Robert Herrick is often considered a religious poet. Born on August 34th, 1591 in London, he was sure to have experienced the rigid life of a religious person during this time period (Robert Herrick). Herrick took holy orders in 1623. However, “during the Great Rebellion in 1647, he was removed from his position because of his Royalist sympathies” (Robert Herrick). This is ironic when considering Delight in Disorder, because it would seem that Herrick adhered to traditional practices and lived by a rigid religious system. However, Delight in Disorder suggests that he enjoyed that which went against the grain in the finer details of individual life. He expresses the beauty he sees in disorder in the small things in life such as lawn and dress. It is likely that he noticed the beauty in anything out of order because it was rare for him to see. It sharply contrasted the entire makeup of the society in which he lived, and so it was beautiful to him. He considered anything wayward or out of place to be a form of art. Delight in Disorder explains his feelings about the order and disorder of the things around him.
Delight in Disorder Analysis
A sweet disorder in the dress
Kindles in clothes a wantonness;
A lawn about the shoulders thrown
Into a fine distraction;
Given the time period in which Robert Herrick lived, it is interesting the the speaker in Delight in Disorder would note disorder in the appearance of the people around him. Because there was little disorder in society and the lifestyle he was accustomed to, he noticed the disorder in the small things such as the attire of the people around him. For example, he noticed if someone was not wearing a dress exactly properly. He noticed small “kindles in clothes” which to him were a “wantonness”. These little examples of disorder represented, to the speaker, a subtle way of going astray. This is why he specifically uses the word “wantonness”. He then describes a lawn that has not been properly cared for. While some people would see a mess, this speaker enjoys the sight of “a lawn about the shoulders thrown into a fine distraction”. Even a lawn left to itself long enough to be shoulder height was something this speaker considered “sweet” and “a fine distraction”. He does not expound upon just what the lawn distracts him from, but it is clear that the lawn left to itself possessed a beauty that allowed the speaker to be distracted from something in his everyday, likely rigid life. It offered something different from the structure and ideals of society.
An erring lace, which here and there
Enthrals the crimson stomacher;
A cuff neglectful, and thereby
Ribands to flow confusedly;
Again, the speaker seems to focus on the clothing of the people around him. The description of “an erring lace” and “crimson stomacher” suggests that he is noticing flaws particularly in women’s’ clothing. He delights in these subtle little evidences of disorder. He enjoys to see “a cuff neglectful” or perhaps not folded quite right. He also enjoys seeing “ribands…flow confusedly”. When he saw someone whose appearance was not quite neat and tidy, he did not see them as messy or neglectful, but rather he saw it as something unique and beautiful.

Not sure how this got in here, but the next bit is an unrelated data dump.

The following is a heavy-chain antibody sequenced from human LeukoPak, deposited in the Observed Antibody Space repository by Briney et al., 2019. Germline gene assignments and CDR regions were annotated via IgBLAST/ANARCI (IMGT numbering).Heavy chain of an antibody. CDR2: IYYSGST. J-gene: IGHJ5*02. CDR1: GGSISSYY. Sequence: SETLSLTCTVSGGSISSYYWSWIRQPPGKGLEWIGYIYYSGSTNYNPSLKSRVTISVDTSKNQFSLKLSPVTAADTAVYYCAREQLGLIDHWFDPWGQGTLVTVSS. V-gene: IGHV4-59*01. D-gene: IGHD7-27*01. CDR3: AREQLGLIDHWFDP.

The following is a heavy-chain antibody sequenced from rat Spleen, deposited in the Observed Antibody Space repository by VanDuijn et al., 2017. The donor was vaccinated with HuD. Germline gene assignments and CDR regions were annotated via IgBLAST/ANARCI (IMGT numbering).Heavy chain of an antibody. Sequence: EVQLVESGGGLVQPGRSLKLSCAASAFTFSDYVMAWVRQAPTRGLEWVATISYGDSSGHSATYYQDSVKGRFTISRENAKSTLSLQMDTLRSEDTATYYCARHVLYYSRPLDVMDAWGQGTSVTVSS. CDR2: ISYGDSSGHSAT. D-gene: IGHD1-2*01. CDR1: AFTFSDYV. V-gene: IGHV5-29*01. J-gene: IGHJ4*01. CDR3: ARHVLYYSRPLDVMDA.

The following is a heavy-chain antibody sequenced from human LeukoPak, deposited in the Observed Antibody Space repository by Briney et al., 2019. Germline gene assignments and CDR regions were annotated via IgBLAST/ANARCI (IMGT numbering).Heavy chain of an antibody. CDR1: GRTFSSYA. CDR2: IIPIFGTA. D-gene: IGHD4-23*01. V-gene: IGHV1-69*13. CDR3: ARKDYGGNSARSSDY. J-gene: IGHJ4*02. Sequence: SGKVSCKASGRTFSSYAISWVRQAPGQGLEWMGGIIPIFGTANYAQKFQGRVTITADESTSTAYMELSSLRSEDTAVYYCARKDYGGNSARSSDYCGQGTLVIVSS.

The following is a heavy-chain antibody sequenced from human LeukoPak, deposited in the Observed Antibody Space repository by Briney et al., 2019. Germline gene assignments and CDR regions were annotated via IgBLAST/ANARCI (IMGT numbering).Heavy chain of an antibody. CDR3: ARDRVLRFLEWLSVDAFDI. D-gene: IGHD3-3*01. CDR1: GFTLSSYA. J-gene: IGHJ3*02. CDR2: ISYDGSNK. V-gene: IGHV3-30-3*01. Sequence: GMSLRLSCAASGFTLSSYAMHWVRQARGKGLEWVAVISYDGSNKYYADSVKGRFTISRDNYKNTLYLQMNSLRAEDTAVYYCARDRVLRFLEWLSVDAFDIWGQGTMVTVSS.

A winning wave, deserving note,
In the tempestuous petticoat;
A careless shoe-string, in whose tie
I see a wild civility:
Do more bewitch me, than when art
Is too precise in every part.
With these lines, the speaker continues to refer to women’s clothing when he describes the “winning wave” and “deserving note” which he finds when he sees a “tempestuous petticoat”. The word “tempestuous” refers to a “tempest” or a great storm. This particular petticoat must have been entirely out of place so that it looked at though it had survived a great storm. And yet, the speaker takes delight in it. He describes his enjoyment in seeing “a careless shoe-string”. He finds amusement in this shoe-string because in it, he sees “wild civility”. This phrase offers some insight into the rest of Delight in Disorder. The speaker here does not necessarily enjoy all kinds of disorder. Rather, he describes subtle disorders in dress and lawn care. This reveals that although he knows order must be followed in society and in the world at large, he enjoys seeing disorder in the subtle things because he knows that it reveals individuality. To him, the disorder he sees is not the lack of civility, but rather, “wild civility”. While these people he has seen are still living according to the rules of civility and society, they are also expressing their disorder and individuality in subtle ways which the speaker enjoys observing .
The speaker then explains that all of these little evidences of individual disorder “bewitch” him ever more so than “when art is too precise in every part”. Thus, what the speaker sees as true art, is the slight disorder he sees in everyday life. This disorder is evidence of individuality and the uniqueness of each person and his or her lifestyle. Everything that the speaker notes as an evidence of “sweet” disorder is something that could be easily fixed, but he does not want it to be fixed to fit the rigid standard of society. Rather, he enjoys experiencing those little subtle things in which a person could express his own “wild civility”. These people he has watched are not necessarily going against society. They are not living as uncivilized people. This reveals the speaker appreciation for some order and civility in life. However, his enjoyment in the little evidences of disorder reveal his appreciation for the individual. When he sees a ruffled petticoat or a shoe string untied, or a lace out of place or a cuff not folded quite right, or a lawn left uncut, he sees the beauty of the individual and considers this to be art.
“Robert Herrick” Poets.org. Academy of American Poets, 2016. Web. 15 Sept. 2016.